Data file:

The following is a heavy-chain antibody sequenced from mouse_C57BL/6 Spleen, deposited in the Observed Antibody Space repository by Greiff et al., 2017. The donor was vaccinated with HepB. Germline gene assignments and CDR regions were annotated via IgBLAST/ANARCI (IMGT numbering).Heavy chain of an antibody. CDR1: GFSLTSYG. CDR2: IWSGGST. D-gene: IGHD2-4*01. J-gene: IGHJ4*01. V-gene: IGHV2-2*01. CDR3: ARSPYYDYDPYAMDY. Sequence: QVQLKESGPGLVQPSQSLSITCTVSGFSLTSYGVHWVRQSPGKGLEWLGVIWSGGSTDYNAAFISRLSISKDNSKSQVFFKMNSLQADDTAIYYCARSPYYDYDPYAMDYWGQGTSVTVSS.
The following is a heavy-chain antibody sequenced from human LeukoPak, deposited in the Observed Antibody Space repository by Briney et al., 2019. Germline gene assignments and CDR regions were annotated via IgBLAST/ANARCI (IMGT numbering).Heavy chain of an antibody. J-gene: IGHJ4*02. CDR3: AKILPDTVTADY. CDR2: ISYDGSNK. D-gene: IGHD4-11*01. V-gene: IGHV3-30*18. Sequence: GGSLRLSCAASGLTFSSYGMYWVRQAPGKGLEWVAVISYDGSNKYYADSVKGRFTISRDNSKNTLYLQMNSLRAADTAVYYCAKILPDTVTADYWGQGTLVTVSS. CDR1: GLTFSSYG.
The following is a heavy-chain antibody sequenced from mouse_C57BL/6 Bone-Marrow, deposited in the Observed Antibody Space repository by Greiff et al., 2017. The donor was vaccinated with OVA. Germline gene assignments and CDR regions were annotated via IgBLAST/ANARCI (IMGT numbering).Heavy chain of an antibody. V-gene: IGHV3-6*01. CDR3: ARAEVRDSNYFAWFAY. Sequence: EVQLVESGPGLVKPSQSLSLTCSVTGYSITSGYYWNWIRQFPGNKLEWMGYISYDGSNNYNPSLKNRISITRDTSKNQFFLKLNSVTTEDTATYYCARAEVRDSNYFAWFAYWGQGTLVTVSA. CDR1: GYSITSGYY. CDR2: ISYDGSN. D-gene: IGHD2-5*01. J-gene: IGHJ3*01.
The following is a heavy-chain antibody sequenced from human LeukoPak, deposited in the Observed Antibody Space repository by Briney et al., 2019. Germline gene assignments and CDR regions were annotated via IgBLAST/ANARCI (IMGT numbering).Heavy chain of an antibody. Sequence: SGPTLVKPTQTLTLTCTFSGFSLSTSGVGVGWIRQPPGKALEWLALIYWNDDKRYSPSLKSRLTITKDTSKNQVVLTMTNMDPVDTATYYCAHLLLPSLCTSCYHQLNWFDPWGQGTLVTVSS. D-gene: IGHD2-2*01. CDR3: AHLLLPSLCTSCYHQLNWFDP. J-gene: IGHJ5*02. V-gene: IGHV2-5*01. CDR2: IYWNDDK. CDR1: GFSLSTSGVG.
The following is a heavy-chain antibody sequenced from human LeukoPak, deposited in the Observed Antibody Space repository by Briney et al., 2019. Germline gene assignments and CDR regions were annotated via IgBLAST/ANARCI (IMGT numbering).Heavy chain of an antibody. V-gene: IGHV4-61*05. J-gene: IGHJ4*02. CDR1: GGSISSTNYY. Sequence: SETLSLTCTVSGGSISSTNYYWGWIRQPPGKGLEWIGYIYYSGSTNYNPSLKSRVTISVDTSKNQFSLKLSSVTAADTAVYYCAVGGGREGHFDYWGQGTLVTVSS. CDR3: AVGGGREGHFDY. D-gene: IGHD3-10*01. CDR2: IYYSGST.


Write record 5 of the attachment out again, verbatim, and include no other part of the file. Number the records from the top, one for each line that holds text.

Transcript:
The following is a heavy-chain antibody sequenced from human LeukoPak, deposited in the Observed Antibody Space repository by Briney et al., 2019. Germline gene assignments and CDR regions were annotated via IgBLAST/ANARCI (IMGT numbering).Heavy chain of an antibody. V-gene: IGHV4-61*05. J-gene: IGHJ4*02. CDR1: GGSISSTNYY. Sequence: SETLSLTCTVSGGSISSTNYYWGWIRQPPGKGLEWIGYIYYSGSTNYNPSLKSRVTISVDTSKNQFSLKLSSVTAADTAVYYCAVGGGREGHFDYWGQGTLVTVSS. CDR3: AVGGGREGHFDY. D-gene: IGHD3-10*01. CDR2: IYYSGST.